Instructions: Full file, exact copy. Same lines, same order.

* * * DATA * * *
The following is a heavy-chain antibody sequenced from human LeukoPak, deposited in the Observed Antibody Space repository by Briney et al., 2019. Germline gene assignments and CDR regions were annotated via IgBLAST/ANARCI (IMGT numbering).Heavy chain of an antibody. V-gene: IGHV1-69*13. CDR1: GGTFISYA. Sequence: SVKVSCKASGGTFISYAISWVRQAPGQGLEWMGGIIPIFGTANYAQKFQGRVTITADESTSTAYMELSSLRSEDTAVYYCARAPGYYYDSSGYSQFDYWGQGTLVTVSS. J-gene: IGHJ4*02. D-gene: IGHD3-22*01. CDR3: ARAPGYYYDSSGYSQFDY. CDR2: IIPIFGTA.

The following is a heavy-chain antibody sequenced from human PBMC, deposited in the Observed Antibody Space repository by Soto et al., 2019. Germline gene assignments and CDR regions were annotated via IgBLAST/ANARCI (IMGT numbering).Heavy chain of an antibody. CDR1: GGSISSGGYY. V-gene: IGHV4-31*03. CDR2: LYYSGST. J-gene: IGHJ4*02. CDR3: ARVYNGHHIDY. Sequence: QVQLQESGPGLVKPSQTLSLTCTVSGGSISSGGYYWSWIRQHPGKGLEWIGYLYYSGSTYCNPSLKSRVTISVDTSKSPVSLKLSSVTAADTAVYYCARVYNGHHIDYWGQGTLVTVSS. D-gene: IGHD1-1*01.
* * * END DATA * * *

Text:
The following is a heavy-chain antibody sequenced from human LeukoPak, deposited in the Observed Antibody Space repository by Briney et al., 2019. Germline gene assignments and CDR regions were annotated via IgBLAST/ANARCI (IMGT numbering).Heavy chain of an antibody. V-gene: IGHV1-69*13. CDR1: GGTFISYA. Sequence: SVKVSCKASGGTFISYAISWVRQAPGQGLEWMGGIIPIFGTANYAQKFQGRVTITADESTSTAYMELSSLRSEDTAVYYCARAPGYYYDSSGYSQFDYWGQGTLVTVSS. J-gene: IGHJ4*02. D-gene: IGHD3-22*01. CDR3: ARAPGYYYDSSGYSQFDY. CDR2: IIPIFGTA.

The following is a heavy-chain antibody sequenced from human PBMC, deposited in the Observed Antibody Space repository by Soto et al., 2019. Germline gene assignments and CDR regions were annotated via IgBLAST/ANARCI (IMGT numbering).Heavy chain of an antibody. CDR1: GGSISSGGYY. V-gene: IGHV4-31*03. CDR2: LYYSGST. J-gene: IGHJ4*02. CDR3: ARVYNGHHIDY. Sequence: QVQLQESGPGLVKPSQTLSLTCTVSGGSISSGGYYWSWIRQHPGKGLEWIGYLYYSGSTYCNPSLKSRVTISVDTSKSPVSLKLSSVTAADTAVYYCARVYNGHHIDYWGQGTLVTVSS. D-gene: IGHD1-1*01.